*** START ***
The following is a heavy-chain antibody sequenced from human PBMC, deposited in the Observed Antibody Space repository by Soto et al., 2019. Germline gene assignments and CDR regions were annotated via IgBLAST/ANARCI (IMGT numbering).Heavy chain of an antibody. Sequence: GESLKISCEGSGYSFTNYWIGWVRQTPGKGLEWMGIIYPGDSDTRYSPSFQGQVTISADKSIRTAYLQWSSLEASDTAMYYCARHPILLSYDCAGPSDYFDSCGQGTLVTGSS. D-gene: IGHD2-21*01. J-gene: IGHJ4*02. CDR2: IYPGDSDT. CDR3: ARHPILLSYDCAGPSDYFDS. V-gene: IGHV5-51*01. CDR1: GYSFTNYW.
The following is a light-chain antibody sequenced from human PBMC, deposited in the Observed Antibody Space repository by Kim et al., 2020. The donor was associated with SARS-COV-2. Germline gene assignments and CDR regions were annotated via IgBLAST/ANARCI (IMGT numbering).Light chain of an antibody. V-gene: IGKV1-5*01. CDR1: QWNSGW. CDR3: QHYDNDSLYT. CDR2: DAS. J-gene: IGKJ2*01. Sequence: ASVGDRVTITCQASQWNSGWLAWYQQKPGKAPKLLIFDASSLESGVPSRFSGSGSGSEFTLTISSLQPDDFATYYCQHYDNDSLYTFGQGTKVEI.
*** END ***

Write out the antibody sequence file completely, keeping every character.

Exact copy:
The following is a heavy-chain antibody sequenced from human PBMC, deposited in the Observed Antibody Space repository by Soto et al., 2019. Germline gene assignments and CDR regions were annotated via IgBLAST/ANARCI (IMGT numbering).Heavy chain of an antibody. Sequence: GESLKISCEGSGYSFTNYWIGWVRQTPGKGLEWMGIIYPGDSDTRYSPSFQGQVTISADKSIRTAYLQWSSLEASDTAMYYCARHPILLSYDCAGPSDYFDSCGQGTLVTGSS. D-gene: IGHD2-21*01. J-gene: IGHJ4*02. CDR2: IYPGDSDT. CDR3: ARHPILLSYDCAGPSDYFDS. V-gene: IGHV5-51*01. CDR1: GYSFTNYW.
The following is a light-chain antibody sequenced from human PBMC, deposited in the Observed Antibody Space repository by Kim et al., 2020. The donor was associated with SARS-COV-2. Germline gene assignments and CDR regions were annotated via IgBLAST/ANARCI (IMGT numbering).Light chain of an antibody. V-gene: IGKV1-5*01. CDR1: QWNSGW. CDR3: QHYDNDSLYT. CDR2: DAS. J-gene: IGKJ2*01. Sequence: ASVGDRVTITCQASQWNSGWLAWYQQKPGKAPKLLIFDASSLESGVPSRFSGSGSGSEFTLTISSLQPDDFATYYCQHYDNDSLYTFGQGTKVEI.